Masculinity is a complicated thing. And there’s no more masculine way for a man to express his, well, masculinity than by making babies. That explains why being infertile or having erectile dysfunction (ED) is so strongly connected with depression (in both directions—depression itself can cause ED, and ED and/or fertility problems can cause depression). Infertility is already difficult enough on its own, but unfortunately new research has found that infertile men are significantly more likely to suffer from a variety of other health conditions as well.
As odd as it sounds, the health of a man’s sperm may offer some valuable insights into his overall health.
Between 10 and 15 percent of American couples are “infertile,” a rather loaded term that the Mayo Clinic defines as “not being able to get pregnant despite having frequent, unprotected sex for at least a year.” We have a tendency to think of fertility problems as a women’s issue. But the truth is that men are just as likely as women to be the “cause” of infertility. (In 40 percent of cases it’s a female issue, 40 percent of the time it’s a male issue, and in the remaining 20 percent of cases the cause is “unexplained.”)
As everyone knows, we men are generally reluctant (or, as some would say, “self-destructively unwilling”) to see a healthcare provider for regular checkups or to take care of our own bodies. However, we’re more willing to get checked out if we think it will help a loved one (such as a wife or girlfriend who wants to get pregnant). This creates an odd situation where the first doctor some men see in their adult lives is a fertility specialist (who in most cases is an obstetrician/gynecologist), and the even odder situation where a women’s doctor might save a man’s life by identifying a potentially life-threatening medical condition.
Sperm: the Window to a Man’s Health?
The first (and, arguably, the most fun) test the doctor will order for the man is a semen analysis to identify possible fertility-affecting problems. Specifically, the doctor will look at semen volume (that’s the fluid that carries the sperm), quantity (the number of sperm per milliliter of semen), motility (are your boys moving around well enough to get them all the way through the female reproductive tract?), and morphology (the percentage of your sperm that are shaped normally).
Michael Eisenberg, director of male reproductive medicine and surgery at Stanford University School of Medicine, and his colleagues reviewed insurance claim data from 115,000 men (average age of 33) and divided them into three groups: those who had been diagnosed with infertility, those whose fertility wasn’t in question, and those who’d had a vasectomy (which the researcher took as an indication of fertility). Their goal was to determine whether the infertile men were more likely to develop health complications than those in the other two groups.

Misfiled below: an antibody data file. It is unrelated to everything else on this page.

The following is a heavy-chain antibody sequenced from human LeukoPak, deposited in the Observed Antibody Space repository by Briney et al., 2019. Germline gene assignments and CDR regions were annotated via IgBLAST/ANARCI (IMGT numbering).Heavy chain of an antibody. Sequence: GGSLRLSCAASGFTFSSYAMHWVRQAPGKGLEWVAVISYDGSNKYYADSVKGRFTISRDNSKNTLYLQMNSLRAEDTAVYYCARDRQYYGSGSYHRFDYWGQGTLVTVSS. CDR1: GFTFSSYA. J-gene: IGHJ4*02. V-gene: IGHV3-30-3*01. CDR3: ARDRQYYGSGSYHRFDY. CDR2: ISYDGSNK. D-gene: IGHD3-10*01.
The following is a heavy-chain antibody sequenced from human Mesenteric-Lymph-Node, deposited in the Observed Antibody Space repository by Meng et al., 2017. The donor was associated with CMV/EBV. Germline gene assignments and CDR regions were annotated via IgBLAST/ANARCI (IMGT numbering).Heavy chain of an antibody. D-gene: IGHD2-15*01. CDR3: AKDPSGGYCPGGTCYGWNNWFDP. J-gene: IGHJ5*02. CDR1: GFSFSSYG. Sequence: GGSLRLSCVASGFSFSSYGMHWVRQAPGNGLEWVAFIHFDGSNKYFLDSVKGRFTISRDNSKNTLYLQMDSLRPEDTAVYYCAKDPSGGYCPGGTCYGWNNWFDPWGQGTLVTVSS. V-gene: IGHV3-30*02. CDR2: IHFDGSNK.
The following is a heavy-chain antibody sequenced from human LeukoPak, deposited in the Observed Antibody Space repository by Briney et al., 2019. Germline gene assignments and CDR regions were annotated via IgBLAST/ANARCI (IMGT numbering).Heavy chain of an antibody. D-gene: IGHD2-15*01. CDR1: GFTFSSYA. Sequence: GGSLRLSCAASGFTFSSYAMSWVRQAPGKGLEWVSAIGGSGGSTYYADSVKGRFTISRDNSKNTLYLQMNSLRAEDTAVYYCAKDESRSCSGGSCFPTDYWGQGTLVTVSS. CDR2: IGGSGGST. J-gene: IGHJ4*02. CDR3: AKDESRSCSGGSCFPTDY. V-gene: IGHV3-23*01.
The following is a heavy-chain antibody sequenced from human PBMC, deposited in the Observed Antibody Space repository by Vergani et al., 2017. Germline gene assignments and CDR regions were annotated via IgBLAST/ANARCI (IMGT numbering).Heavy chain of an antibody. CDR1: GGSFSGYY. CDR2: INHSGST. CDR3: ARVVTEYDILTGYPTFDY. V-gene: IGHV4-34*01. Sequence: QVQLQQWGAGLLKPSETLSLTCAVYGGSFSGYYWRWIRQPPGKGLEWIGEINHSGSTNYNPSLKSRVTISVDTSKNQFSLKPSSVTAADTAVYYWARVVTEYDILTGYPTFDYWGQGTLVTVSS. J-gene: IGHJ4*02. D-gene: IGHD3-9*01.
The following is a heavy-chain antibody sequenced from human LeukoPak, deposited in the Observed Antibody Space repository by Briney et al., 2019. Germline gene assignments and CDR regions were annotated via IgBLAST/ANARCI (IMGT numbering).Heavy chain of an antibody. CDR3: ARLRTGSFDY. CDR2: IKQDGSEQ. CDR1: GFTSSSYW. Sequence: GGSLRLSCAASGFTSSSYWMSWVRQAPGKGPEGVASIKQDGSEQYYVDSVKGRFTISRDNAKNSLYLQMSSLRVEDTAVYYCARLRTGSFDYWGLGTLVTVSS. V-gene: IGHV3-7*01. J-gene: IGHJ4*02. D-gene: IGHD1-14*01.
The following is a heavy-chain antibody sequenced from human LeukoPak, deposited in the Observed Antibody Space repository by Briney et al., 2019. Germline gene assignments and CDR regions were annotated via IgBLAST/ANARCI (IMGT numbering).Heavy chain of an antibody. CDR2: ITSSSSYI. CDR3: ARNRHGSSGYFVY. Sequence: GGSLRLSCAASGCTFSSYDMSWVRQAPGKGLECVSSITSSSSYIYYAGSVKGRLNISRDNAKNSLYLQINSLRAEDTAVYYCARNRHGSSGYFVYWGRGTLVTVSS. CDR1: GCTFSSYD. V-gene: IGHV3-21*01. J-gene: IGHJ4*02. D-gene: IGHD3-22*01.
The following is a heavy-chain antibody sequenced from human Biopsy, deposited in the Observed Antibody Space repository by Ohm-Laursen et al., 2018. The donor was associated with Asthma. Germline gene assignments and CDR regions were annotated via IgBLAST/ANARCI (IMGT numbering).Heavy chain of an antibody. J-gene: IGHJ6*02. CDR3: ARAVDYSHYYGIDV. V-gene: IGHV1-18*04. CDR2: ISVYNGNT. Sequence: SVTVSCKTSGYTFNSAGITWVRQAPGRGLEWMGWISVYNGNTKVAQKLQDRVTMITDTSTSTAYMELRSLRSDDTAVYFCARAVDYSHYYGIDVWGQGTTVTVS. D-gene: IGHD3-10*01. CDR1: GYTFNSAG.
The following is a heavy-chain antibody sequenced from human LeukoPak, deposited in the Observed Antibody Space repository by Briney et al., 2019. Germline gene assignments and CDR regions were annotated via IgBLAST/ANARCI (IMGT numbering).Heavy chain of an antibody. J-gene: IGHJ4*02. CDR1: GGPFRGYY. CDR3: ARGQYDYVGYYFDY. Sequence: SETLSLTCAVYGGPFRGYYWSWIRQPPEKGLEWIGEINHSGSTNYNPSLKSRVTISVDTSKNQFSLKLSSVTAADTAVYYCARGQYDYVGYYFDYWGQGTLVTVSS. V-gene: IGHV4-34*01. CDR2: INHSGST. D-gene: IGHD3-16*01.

What they found was pretty shocking: Infertile men were 48 percent more likely than fertile (or vasectomized) men to develop heart disease and 30 percent more likely to develop diabetes, even after factoring out obesity and smoking. They also had a far higher risk of having kidney disease or abusing alcohol.
As always, it’s important to remember that correlation is not the same as causation. In other words, infertility doesn’t necessarily cause heart disease, diabetes, kidney disease, or anything else. Likewise, none of those conditions is likely to cause infertility.
Eisenberg suspects that something that happened during fetal development—such as exposure to an environmental hazard—might be responsible for fertility and other health issues in adult life.
Bottom line: If you’re dealing with reproductive issues, consider that a reminder to get a checkup. Catching any potential health problems now will help your doctor put together a strategy and interventions to lower your risk. If you don’t want to do it for yourself, do it for your partner and your future baby. They need you to be alive and healthy for a long, long time.